A revolver of this type is carried for personal defense. If we know a fight is coming, most of us will either try to avoid it, or prepare with heavier armament, such as a shotgun, rifle, or a Marine platoon. However, we carry handguns concealed because we never know when the fight will come, so we must always be prepared, even if the fight is not expected. A belly gun such as the Pit Bull makes a lot of sense. Many folks think that five shots are not enough for a defensive handgun, but statistics show that in most gunfights, five shots are more than enough, and with the ejection system of the Pit Bull, reloads can be quick if needed. Five shots of 40 caliber in a compact, reliable package is a logical choice for most folks who want to go heeled. A revolver is very easy to use, is always ready with no safeties to manipulate, and has a very simple manual-of-arms. To load the Pit Bull, the cylinder latch is pushed forward with pressure on the right side of the cylinder, and the cylinder swings out for loading. Press a cartridge into each chamber, close the cylinder, and the Pit Bull is ready to fight, whether put into action immediately, or placed in a bedside drawer for months. I advocate rotating out the ammunition at least once a month, as you should practice at least that often, but the fact is, sometimes handguns are left loaded for months or years at a time. A good revolver is more likely to be ready to function reliably when left in such condition than is a semi-auto.

Critical specifications are listed in the chart below. Linear measurements are listed in inches. Weight is listed in ounces. Trigger pull is listed as pounds of force. DA is the double-action trigger pull, and SA is the single-action trigger pull. The double-action pull was very smooth, and the single-action pull crisp and relatively light for a belly gun. Perfect.

Weight 20.5 Ounces
Overall Length 7 Inches
Overall Height 4.62 Inches
Cylinder Length 1.625 Inches
Cylinder Diameter 1.45 Inches
Barrel Length 2.265 Inches
Barrel Diameter 0.675 Inch
Trigger Pull DA 8.4 Pounds
Trigger Pull SA 3.5 Pounds
Barrel / Cylinder Gap 0.003 Inch

Velocity testing was done at an elevation of 541 feet above sea level, on a mild sunny day. Range temperatures hovered in the seventy-eight degree range, with forty-two percent humidity. Wind conditions were light, with a slight gusty breeze. Velocities are listed in feet-per-second. Bullet weights are listed in grains. JHP is a jacketed hollowpoint bullet. DPX is a homogenous copper hollow cavity bullet. PB is Cor-Bon Pow’R Ball, a specialty hollowpoint bullet with a nylon ball inserted into the hollow nose. EPR is a specialty round from Extreme Shock with a polymer ball in the nose of a hollowpoint bullet. FMJ is a full metal jacket bullet. Velocities were recorded at a distance of ten feet from the muzzle.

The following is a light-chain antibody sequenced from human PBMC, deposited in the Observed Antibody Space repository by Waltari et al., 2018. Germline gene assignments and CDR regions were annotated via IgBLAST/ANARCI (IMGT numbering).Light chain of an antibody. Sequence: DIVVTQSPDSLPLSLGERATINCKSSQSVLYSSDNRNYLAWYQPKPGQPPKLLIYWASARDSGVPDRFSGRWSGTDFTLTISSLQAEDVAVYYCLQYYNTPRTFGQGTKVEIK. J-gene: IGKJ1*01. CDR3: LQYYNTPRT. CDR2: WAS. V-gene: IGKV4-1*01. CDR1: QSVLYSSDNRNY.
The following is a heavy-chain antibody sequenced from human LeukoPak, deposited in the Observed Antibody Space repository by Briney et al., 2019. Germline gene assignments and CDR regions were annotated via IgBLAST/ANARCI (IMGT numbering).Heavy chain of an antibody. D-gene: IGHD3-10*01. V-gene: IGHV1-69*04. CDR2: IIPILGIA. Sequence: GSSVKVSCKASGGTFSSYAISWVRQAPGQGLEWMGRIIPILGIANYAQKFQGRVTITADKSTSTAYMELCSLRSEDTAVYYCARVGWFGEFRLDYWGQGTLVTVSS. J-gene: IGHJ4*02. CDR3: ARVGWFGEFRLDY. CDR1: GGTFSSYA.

Ammunition Bullet Weight Velocity
Cor-Bon DPX 140 1090
Cor-Bon JHP 135 1201
Cor-Bon PB 135 1272
Buffalo Bore JHP 155 1178
Buffalo Bore JHP 180 1002
Buffalo Bore FMJ 180 995
Extreme Shock EPR 150 1013
Black Hills JHP 180 907
Stryker JHP 180 857

Accuracy of the Charter Pit Bull was very good. I made no attempt to make a bulls-eye revolver out of this handgun, as the sight radius is short, but I did try some twenty-five yard shots on a silhouette target, and the Pit Bull did very well. Standing on my hind legs like a man, I could center a cylinder-full into the vital zone quickly, and making a head shot was also fairly easy, if I took careful aim. From the bench, the Pit Bull would cluster its shots into groups measuring between two and three-quarters and three and three-quarters inches with most ammo. My favorite load for the Pit Bull is the Buffalo Bore 180 grain jacketed hollowpoint. This load leaves the barrel of the Pit Bull in excess of one thousand feet-per-second, and would be my choice of a carry load for defense, against man or animal.

The Charter Pit Bull proved to be well-built and reliable. No problems were encountered at all. Every cartridge fired and ejected perfectly, even the Plus P hollowpoints. There was no sticky extraction experienced. The Pit Bull had a perfect barrel/cylinder gap, measuring only three one-thousandths (.003) of an inch, which is tighter than many revolvers costing hundreds of dollars more. While on that subject, Charter revolvers have always been priced competitively, costing no more than many imported revolvers, but made entirely in the USA.

Check out the Pit Bull and other Charter Arms products online at

For the location of a Charter retailer near you, click on the DEALER LOCATOR at

To order the Pit Bull online, go to

To order quality 40 S&W ammunition, go to,, and

Jeff Quinn

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Click pictures for a larger version.


Pit Bull (bottom and left) compared to Jeff's older-generation 44 Special Stainless Bulldog (top and right).





Synthetic rubber grip is comfortable and textured for a positive grip.





Jeff's favorite ammo for the Pit Bull is the Buffalo Bore 180 grain hollowpoint.



Transfer bar internal safety.